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"They did n't do much to make it merry, certain," answered Miss Pendexter. "Sometimes nowadays I hear folks complainin' o' bein' overtaxed with all the Christmas work they have to do." "Well, others think that it makes a lovely chance for all that really enjoys givin'; you get an opportunity to speak your kind feelin' right out," answered Mrs. Hand, with a bright smile. "But there!

So he went along all scrunched down with that hefty bundle other folks had piled up on him, not scoldin' nor complainin' nor gittin' mad about it, but jest thinkin' it had got to be, and nobody could help him. But ye see it hadn't got to be, and somebody could 'a' helped him. And then bimeby along come a man that had sech a hefty, hefty bundle!

But I will jist be an awful complainin' body, and sometimes I would be saying, if I would only have the chance to help some one. That's it!" he cried, turning a flashing eye upon Gilbert. "That will be the only thing worth while in this world. Eh, it is you that will be finding that out, Dr. Allen, and a happy man you will be, oh, yes, indeed. It is the doctor bodies that has the chance."

To this palace iv vice th' inthrepid definder iv his Nation's honor hastened whin he had completed th' arjoos round iv his jooties, after he had pressed th' Lootinant's clothes, curried th' Captain's horse, mended th' roof iv th' Major's house, watered th' geeranyums f'r th' Colonel's wife, an' written his daily letter to th' paper complainin' about th' food.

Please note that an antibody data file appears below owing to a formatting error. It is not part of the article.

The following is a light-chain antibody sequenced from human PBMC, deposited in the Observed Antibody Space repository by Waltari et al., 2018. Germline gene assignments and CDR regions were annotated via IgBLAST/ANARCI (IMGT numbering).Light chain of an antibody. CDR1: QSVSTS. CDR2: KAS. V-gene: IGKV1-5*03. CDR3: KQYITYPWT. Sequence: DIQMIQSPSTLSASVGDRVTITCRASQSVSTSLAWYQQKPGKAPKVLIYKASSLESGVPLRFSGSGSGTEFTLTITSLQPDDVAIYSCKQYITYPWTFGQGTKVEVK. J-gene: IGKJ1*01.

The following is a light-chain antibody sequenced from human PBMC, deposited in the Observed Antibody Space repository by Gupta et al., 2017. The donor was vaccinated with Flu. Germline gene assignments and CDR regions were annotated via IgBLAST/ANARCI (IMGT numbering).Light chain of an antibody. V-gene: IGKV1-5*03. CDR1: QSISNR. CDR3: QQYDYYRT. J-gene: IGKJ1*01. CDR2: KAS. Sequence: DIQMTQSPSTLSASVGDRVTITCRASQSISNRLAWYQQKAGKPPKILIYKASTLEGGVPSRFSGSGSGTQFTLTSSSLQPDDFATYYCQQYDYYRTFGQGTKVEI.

I ain't complainin' but times I'm lonesome an' I wisht I mought er had a little cabin somewheres an' mebbe some folks er my own." "Yes, Uncle Billy, I know you must get tired of not having a real home of your own. Didn't you ever marry and haven't you any kin?" "No sah, I ain't never married an' as fer as I knows I ain't got any kin this side er the grabe. You see, sah, it wa' this a way.

"Bait gone wrong again?" asked Code anxiously, his brows knitting. "That stuff on the trawl wasn't the only bad bait, then." "No. Everybody's complainin' this mornin'. "Not only can't catch fish, but ye can't hardly string the stuff on the hooks. An' that ain't all. It has a funny smell that I never found in any other clam bait I ever used."

Gittin' lazy here. Summer's comin' an' I'm a born bush man. I'm kind o' oneasy like a deer in a dooryard. I ain't had to run fer my life since we got here. My hoofs are complainin'. I ain't shot a gun in a month." A look of sorrow spread over the face of Solomon. "I'm tired of this place," said Jack. "The British are scared of us and we're scared of the British. There's nothing going on.

But there was a thundering racket downstairs last night. I ain't complainin' none I wouldn't be that ungrateful, after all you done for me. But I didn't get a good night's rest. Wish you'd put me in another cell to-night. There was folks droppin' in here at all hours of the night, pesterin' me. I didn't sleep good at all." "Dropping in?

For more'n a mile the complainin' howls of the hysterical yeller dog is wafted to our y'ears. Then they ceases; an' we figgers his sympathizin' master has done took him into the shanty an' shet the door. "'No one comments on this adventure, not a word is heard. Each is silent ontil we mounts the Big Murray hill.

"Dick couldn't play to-day." "How long has he had fever?" Mostyn demanded, sharply. "Jes' to-day, I think, sir. I never noticed it till dis evenin' about an hour by sun. He's been complainin' of his stomach fer mo'n a week, but dat is 'cause he eats " "It may be something serious." The words shrank back from utterance. "Why didn't you send for the doctor?" "Huh!" the nurse sniffed, resentfully.